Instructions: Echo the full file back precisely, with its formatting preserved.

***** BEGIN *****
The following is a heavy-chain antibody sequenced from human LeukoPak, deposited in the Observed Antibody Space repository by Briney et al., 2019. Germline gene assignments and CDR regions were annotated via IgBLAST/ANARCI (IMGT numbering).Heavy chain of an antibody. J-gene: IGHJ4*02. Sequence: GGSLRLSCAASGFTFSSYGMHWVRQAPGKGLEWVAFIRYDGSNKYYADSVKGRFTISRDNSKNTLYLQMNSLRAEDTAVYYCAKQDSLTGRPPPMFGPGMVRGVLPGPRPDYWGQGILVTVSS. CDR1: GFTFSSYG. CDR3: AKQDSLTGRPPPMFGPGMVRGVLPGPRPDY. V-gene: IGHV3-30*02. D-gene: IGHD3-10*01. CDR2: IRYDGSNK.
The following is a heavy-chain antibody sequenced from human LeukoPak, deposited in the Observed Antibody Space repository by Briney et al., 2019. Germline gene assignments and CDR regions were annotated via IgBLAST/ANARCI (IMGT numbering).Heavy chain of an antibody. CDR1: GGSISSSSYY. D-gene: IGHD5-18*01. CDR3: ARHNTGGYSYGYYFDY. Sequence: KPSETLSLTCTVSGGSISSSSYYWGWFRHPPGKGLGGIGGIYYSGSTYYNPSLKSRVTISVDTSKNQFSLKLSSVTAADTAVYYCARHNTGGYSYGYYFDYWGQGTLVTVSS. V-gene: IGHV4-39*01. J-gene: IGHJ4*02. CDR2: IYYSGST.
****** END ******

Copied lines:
The following is a heavy-chain antibody sequenced from human LeukoPak, deposited in the Observed Antibody Space repository by Briney et al., 2019. Germline gene assignments and CDR regions were annotated via IgBLAST/ANARCI (IMGT numbering).Heavy chain of an antibody. J-gene: IGHJ4*02. Sequence: GGSLRLSCAASGFTFSSYGMHWVRQAPGKGLEWVAFIRYDGSNKYYADSVKGRFTISRDNSKNTLYLQMNSLRAEDTAVYYCAKQDSLTGRPPPMFGPGMVRGVLPGPRPDYWGQGILVTVSS. CDR1: GFTFSSYG. CDR3: AKQDSLTGRPPPMFGPGMVRGVLPGPRPDY. V-gene: IGHV3-30*02. D-gene: IGHD3-10*01. CDR2: IRYDGSNK.
The following is a heavy-chain antibody sequenced from human LeukoPak, deposited in the Observed Antibody Space repository by Briney et al., 2019. Germline gene assignments and CDR regions were annotated via IgBLAST/ANARCI (IMGT numbering).Heavy chain of an antibody. CDR1: GGSISSSSYY. D-gene: IGHD5-18*01. CDR3: ARHNTGGYSYGYYFDY. Sequence: KPSETLSLTCTVSGGSISSSSYYWGWFRHPPGKGLGGIGGIYYSGSTYYNPSLKSRVTISVDTSKNQFSLKLSSVTAADTAVYYCARHNTGGYSYGYYFDYWGQGTLVTVSS. V-gene: IGHV4-39*01. J-gene: IGHJ4*02. CDR2: IYYSGST.